You might be grateful to have your job, indeed you might think yourself blessed and want to thank a heavenly being that you are gainfully employed.
But if you were forced to thank God for having a job in public in order to retain that job, you might not feel quite so happy about it.
This is one of the charges that three New York insurance company workers are bringing against their employer United Health Programs of America and its parent company, Cost Containment Group, according to Newsday
The Long Island healthcare firm is under fire for allegedly forcing employees to join prayer circles, thank God for having jobs and say ‘I love you’ to co-workers and managers.
Last week the US Equal Employment Opportunity Commission filed a discrimination lawsuit against the company alleging it required employees to practice a belief system called 'Harnessing Happiness' or 'Onionhead.' It includes praying, discussing personal matters with colleagues and reading spiritual texts.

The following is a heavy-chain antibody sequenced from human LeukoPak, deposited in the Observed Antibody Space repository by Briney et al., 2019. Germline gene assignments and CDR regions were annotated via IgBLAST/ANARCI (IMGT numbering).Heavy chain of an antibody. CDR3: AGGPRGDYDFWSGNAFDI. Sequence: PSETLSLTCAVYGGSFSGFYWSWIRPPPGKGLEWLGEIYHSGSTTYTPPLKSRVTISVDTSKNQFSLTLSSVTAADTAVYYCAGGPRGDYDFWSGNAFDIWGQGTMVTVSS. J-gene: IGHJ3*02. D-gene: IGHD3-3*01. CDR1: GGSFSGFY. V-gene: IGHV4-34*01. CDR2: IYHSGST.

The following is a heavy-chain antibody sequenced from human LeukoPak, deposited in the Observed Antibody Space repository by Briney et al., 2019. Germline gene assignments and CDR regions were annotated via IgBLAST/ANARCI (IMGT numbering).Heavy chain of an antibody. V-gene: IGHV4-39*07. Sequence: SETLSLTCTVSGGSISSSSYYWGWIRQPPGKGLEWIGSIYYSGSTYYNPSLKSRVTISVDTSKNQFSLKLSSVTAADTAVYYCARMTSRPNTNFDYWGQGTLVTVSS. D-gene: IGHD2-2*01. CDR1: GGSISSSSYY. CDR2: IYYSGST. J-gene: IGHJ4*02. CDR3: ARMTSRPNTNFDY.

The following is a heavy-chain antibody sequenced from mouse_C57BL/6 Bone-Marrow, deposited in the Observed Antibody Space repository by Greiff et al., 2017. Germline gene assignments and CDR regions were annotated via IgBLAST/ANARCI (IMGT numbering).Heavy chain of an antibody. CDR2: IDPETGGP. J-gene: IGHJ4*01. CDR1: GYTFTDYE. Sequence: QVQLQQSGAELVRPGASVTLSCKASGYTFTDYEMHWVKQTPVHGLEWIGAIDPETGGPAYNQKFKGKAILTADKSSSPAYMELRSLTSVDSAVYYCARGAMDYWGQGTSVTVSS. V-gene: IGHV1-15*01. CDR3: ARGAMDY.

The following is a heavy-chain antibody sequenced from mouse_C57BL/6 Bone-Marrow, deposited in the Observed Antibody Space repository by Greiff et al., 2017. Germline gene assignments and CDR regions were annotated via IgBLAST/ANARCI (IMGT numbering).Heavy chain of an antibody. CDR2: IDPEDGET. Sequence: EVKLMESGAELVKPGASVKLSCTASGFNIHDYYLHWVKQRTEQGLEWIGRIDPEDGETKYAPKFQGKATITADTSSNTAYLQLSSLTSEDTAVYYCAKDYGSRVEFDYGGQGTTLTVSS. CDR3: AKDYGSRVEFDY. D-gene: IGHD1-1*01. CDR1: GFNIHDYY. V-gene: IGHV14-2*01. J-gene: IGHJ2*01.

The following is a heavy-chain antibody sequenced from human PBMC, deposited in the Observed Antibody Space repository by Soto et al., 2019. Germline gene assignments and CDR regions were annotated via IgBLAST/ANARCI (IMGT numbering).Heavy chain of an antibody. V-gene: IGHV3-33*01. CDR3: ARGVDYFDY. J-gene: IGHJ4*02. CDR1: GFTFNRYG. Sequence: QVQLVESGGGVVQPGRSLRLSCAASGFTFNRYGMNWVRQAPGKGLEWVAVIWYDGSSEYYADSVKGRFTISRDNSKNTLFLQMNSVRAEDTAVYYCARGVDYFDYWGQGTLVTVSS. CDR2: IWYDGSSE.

The agency says employees of the Syosset-based firm who objected were disciplined or terminated.
Elizabeth Ontaneda, Francine Pennisi and Faith Pabon allegedly had been demoted and later let go for refusing to attend meetings with Denali Jordan to discuss divine paths and moral codes.
Staffers were also required to wear 'Onionhead' buttons to work; read spiritual texts; keep a dim lighting in the office and burn candles, the lawsuit stated.
'Onionhead' was created by a relative of the company owners, according to court filings. The EEOC stated the New-Age religious practices have been in place since 2007.
‘While religious or spiritual practices may indeed provide comfort and community to many people, it is critical to be aware that federal law prohibits employers from coercing employees to take part in them,’ Sunu Chandy, senior trial attorney for the EEOC, told Newsday
The Harnessing Happiness Foundation describes 'Onionhead' as a belief system that was created two decades ago by a mother and daughter to guide people to more harmonious and successful lives.
The EEOC is asking a judge to stop the practices and ensure employees receive back pay and other compensation.
Both Denali Jordan and United Health Programs of America have denied the allegations laid out in the federal lawsuit, deeming them without merit.